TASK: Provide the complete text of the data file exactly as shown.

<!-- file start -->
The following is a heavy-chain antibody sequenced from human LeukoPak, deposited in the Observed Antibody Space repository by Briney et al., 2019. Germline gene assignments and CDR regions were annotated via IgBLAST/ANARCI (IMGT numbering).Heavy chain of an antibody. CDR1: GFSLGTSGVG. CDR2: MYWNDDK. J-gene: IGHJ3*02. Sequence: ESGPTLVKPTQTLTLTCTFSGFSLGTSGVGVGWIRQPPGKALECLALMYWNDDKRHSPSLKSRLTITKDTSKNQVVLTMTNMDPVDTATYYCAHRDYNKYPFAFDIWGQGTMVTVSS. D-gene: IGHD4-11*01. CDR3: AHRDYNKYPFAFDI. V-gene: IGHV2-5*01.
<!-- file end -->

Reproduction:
The following is a heavy-chain antibody sequenced from human LeukoPak, deposited in the Observed Antibody Space repository by Briney et al., 2019. Germline gene assignments and CDR regions were annotated via IgBLAST/ANARCI (IMGT numbering).Heavy chain of an antibody. CDR1: GFSLGTSGVG. CDR2: MYWNDDK. J-gene: IGHJ3*02. Sequence: ESGPTLVKPTQTLTLTCTFSGFSLGTSGVGVGWIRQPPGKALECLALMYWNDDKRHSPSLKSRLTITKDTSKNQVVLTMTNMDPVDTATYYCAHRDYNKYPFAFDIWGQGTMVTVSS. D-gene: IGHD4-11*01. CDR3: AHRDYNKYPFAFDI. V-gene: IGHV2-5*01.